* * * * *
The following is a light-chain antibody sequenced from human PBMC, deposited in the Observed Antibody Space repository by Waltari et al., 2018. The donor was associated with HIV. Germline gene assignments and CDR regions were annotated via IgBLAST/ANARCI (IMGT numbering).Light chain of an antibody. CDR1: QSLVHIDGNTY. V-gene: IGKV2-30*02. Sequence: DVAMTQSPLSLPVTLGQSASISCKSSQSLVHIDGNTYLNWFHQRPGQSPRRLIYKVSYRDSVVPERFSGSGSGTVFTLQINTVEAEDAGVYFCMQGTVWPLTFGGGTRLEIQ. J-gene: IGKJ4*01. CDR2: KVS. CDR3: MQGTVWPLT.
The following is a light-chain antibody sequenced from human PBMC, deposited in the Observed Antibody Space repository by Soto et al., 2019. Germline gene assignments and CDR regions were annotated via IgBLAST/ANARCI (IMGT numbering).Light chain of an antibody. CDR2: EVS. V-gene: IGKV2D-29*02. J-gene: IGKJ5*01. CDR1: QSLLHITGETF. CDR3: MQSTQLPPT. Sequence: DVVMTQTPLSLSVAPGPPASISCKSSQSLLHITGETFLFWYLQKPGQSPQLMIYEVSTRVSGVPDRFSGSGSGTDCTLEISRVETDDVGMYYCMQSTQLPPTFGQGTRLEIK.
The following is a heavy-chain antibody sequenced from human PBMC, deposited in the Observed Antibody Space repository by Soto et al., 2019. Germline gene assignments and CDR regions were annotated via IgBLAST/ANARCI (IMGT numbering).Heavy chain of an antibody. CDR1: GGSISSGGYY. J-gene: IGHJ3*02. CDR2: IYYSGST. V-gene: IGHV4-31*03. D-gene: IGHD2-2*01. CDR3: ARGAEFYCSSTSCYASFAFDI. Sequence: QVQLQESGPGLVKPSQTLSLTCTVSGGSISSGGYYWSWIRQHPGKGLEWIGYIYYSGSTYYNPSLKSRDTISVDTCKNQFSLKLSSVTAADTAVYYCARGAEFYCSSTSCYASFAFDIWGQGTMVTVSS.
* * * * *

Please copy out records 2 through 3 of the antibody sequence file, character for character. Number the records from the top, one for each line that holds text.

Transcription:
The following is a light-chain antibody sequenced from human PBMC, deposited in the Observed Antibody Space repository by Soto et al., 2019. Germline gene assignments and CDR regions were annotated via IgBLAST/ANARCI (IMGT numbering).Light chain of an antibody. CDR2: EVS. V-gene: IGKV2D-29*02. J-gene: IGKJ5*01. CDR1: QSLLHITGETF. CDR3: MQSTQLPPT. Sequence: DVVMTQTPLSLSVAPGPPASISCKSSQSLLHITGETFLFWYLQKPGQSPQLMIYEVSTRVSGVPDRFSGSGSGTDCTLEISRVETDDVGMYYCMQSTQLPPTFGQGTRLEIK.
The following is a heavy-chain antibody sequenced from human PBMC, deposited in the Observed Antibody Space repository by Soto et al., 2019. Germline gene assignments and CDR regions were annotated via IgBLAST/ANARCI (IMGT numbering).Heavy chain of an antibody. CDR1: GGSISSGGYY. J-gene: IGHJ3*02. CDR2: IYYSGST. V-gene: IGHV4-31*03. D-gene: IGHD2-2*01. CDR3: ARGAEFYCSSTSCYASFAFDI. Sequence: QVQLQESGPGLVKPSQTLSLTCTVSGGSISSGGYYWSWIRQHPGKGLEWIGYIYYSGSTYYNPSLKSRDTISVDTCKNQFSLKLSSVTAADTAVYYCARGAEFYCSSTSCYASFAFDIWGQGTMVTVSS.